The notion that people will choose a sugary drink if no bottled water is available is at least understandable, they don't have a reusable bottle and expect to purchase water instead, and if they can't choose bottled water they choose soda. But if you look at a long term ban this logic only plays into account once (or not at all if one can purchase reusable bottles), you won't keep coming back to the park expecting to buy bottled water and having to buy soda if you know that you can't buy bottled water in the first place. And if we recognize that we're talking about a National Park, there is less of a chance someone would choose soda. With the Mt. Rainier National Park's system (other parks as well) not only will multiple refilling stations be available, but also multiple places to purchase cheap reusable bottles, thus eliminating the thought that people have to choose soda because bottled water is banned.

Another one of IBWA's arguments is that the bottled water industry is "A Good Environmental Steward" (yes, they actually said that). This argument is substantiated with the statement that "All bottled water containers are one-hundred percent recyclable", something I have looked into, and something that is frankly misleading on multiple levels. First plastic is not very good at being recycled, it's not like aluminum or glass which can be infinitely recycled, the chemical makeup of plastic causes it to lose quality over time, resulting in a product that eventually has to be thrown away. And the truth is that less than 40% of bottled water is even recycled in the first place. This is only keying in on the recycling aspect, bottled water harms the environment with production, shipping, and disposal. By IBWA's logic bottled water is actually "...the least environmentally impactful beverage option", because the average weight "...has dropped by 47.7 percent".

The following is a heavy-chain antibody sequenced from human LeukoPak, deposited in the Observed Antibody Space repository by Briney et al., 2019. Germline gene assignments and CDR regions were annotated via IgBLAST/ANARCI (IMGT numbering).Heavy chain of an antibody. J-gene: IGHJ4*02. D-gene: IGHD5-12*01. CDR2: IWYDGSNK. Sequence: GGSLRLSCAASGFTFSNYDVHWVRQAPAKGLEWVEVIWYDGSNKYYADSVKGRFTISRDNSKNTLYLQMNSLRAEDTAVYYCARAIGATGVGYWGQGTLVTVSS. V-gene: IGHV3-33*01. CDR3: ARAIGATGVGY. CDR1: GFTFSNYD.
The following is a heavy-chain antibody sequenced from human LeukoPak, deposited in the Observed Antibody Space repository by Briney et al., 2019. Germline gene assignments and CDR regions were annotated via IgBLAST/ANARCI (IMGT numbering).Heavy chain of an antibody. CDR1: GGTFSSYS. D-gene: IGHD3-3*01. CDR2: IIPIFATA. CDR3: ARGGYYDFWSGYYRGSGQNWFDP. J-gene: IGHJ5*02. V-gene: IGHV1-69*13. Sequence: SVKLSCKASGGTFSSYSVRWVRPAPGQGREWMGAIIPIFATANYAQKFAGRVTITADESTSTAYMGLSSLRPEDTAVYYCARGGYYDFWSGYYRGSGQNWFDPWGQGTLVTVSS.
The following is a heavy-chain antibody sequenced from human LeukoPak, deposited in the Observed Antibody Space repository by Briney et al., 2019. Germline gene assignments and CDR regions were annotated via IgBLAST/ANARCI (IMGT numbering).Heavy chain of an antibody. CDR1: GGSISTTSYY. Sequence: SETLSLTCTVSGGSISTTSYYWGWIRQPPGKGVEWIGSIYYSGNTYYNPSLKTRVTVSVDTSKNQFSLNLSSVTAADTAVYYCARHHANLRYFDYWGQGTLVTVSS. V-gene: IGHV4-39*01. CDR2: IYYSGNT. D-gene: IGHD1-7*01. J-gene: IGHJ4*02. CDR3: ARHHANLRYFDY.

IBWA also states that "The bottled water industry supports strong community recycling programs", the key here is "community recycling programs", meaning you putting the bottle in the recycling bin. The beverage industry is strongly opposed to larger community recycling programs (state level) such as bottle bills. Bottled bills are proven to improve recycling, but the Massachusetts bottle bill has faced roadblocks in large committees who received payment from the beverage industry while a few months ago a proposal for a bottle bill in the Northern Territory of Australia was met with legal action from Coca-Cola.

Spring to the Tap supports all efforts to combat the "necessity" of bottled water in our communities, an idea that will only be endorsed by the industry itself. The banning of bottled water in Mt. Rainier National Park impacts more than just the park, it symbolizes the importance of our planet. If we are going to change it has to start at the top (the highest point in the Northwest). Hopefully action will stream down from Mt. Rainier like the fresh water which the mountain provides for the for the region.